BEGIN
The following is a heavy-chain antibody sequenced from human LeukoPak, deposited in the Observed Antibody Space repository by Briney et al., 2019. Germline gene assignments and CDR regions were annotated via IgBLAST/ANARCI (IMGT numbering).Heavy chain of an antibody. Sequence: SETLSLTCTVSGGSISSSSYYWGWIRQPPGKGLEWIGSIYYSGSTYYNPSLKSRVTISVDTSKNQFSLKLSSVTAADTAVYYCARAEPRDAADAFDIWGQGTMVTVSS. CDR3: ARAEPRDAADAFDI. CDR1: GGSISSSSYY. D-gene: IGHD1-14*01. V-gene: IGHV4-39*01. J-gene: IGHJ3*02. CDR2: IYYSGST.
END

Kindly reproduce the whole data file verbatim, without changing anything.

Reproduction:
The following is a heavy-chain antibody sequenced from human LeukoPak, deposited in the Observed Antibody Space repository by Briney et al., 2019. Germline gene assignments and CDR regions were annotated via IgBLAST/ANARCI (IMGT numbering).Heavy chain of an antibody. Sequence: SETLSLTCTVSGGSISSSSYYWGWIRQPPGKGLEWIGSIYYSGSTYYNPSLKSRVTISVDTSKNQFSLKLSSVTAADTAVYYCARAEPRDAADAFDIWGQGTMVTVSS. CDR3: ARAEPRDAADAFDI. CDR1: GGSISSSSYY. D-gene: IGHD1-14*01. V-gene: IGHV4-39*01. J-gene: IGHJ3*02. CDR2: IYYSGST.